For years, food allergy advocates have been striving for legislation requiring food allergy awareness in restaurants, but until a few years ago, such education had not been a requirement anywhere in the U.S. In 2010, that changed when Massachusetts passed the Food Allergy Awareness Act, specifying actions that each restaurant in the state must implement to increase their food allergy knowledge. Paul Antico, founder/CEO of AllergyEats, the leading guide to allergy-friendly restaurants nationwide, applauds Massachusetts for creating groundbreaking legislation, but he urges other states to implement more comprehensive, effective laws.
Under the Massachusetts law, every restaurant statewide is required to have a designated person watch a 30-minute food allergy training video, display an allergy awareness poster in their kitchen, and include a line on their menus or on their menu boards asking guests to inform their server about any food allergies in their party.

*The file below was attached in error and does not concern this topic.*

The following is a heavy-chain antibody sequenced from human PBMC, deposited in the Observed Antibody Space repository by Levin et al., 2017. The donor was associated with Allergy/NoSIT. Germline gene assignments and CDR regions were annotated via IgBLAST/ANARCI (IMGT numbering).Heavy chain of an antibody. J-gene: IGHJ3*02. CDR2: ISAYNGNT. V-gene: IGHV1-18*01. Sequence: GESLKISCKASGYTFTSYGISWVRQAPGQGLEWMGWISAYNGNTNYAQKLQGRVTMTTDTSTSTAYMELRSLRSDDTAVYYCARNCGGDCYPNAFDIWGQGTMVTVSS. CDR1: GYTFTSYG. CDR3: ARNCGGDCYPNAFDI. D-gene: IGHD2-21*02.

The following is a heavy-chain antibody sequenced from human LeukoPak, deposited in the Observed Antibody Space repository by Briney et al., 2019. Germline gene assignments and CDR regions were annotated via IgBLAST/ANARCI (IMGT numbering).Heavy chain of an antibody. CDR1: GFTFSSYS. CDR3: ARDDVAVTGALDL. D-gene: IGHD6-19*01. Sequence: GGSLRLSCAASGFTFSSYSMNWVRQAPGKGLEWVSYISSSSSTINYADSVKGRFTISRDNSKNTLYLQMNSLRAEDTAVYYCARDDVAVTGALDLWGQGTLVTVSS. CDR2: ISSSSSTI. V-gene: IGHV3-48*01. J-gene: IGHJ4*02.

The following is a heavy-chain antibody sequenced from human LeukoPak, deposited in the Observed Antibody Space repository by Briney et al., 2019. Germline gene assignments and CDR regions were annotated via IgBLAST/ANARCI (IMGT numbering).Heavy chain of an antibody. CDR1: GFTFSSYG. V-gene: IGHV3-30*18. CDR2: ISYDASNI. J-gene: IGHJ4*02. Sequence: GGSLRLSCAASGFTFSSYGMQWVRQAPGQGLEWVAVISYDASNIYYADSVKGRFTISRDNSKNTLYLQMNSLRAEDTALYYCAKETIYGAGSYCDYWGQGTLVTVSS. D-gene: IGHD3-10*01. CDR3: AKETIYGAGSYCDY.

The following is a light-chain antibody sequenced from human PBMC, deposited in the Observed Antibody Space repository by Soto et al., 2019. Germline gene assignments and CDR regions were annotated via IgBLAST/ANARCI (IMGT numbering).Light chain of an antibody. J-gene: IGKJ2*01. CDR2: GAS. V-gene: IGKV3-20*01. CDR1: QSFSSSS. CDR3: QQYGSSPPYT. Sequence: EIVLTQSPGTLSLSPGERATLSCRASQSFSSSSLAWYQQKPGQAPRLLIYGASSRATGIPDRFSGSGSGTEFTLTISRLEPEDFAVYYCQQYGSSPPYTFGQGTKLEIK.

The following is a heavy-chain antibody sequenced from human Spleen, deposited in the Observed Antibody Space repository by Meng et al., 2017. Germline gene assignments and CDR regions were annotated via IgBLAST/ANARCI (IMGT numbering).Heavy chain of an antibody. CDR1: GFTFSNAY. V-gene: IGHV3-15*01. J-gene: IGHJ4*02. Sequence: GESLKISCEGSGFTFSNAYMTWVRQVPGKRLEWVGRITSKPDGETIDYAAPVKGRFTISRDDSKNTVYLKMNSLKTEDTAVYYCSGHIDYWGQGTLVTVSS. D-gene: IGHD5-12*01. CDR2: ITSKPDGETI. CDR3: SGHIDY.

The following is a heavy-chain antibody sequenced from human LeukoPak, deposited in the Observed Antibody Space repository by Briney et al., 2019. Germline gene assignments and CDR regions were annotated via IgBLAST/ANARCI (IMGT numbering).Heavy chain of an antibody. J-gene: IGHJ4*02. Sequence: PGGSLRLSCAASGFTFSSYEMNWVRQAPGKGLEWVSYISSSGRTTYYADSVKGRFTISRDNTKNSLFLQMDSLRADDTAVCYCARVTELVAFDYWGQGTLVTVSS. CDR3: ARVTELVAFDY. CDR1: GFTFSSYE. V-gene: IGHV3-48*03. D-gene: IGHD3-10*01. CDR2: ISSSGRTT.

"I was excited when Massachusetts passed this legislation – not because of the specifics of the law itself, but from the expectation that its passage would begin a cascade of other states enacting new food allergy awareness laws. And that's exactly what's happening," explained Antico, the father of three food-allergic children and a passionate food allergy advocate. “The Massachusetts law got the ball rolling, but it isn't nearly effective or comprehensive enough. I encourage other states to take this initiative even further by passing improved legislation – which wouldn't be expensive or burdensome for restaurants.”
Rhode Island recently passed its own food allergy awareness bill, which goes into effect in July 2013. The new Rhode Island law, modeled after the Massachusetts legislation with similar provisions, also requires restaurants statewide to have a "food protection manager" who is trained and certified in food-allergy awareness.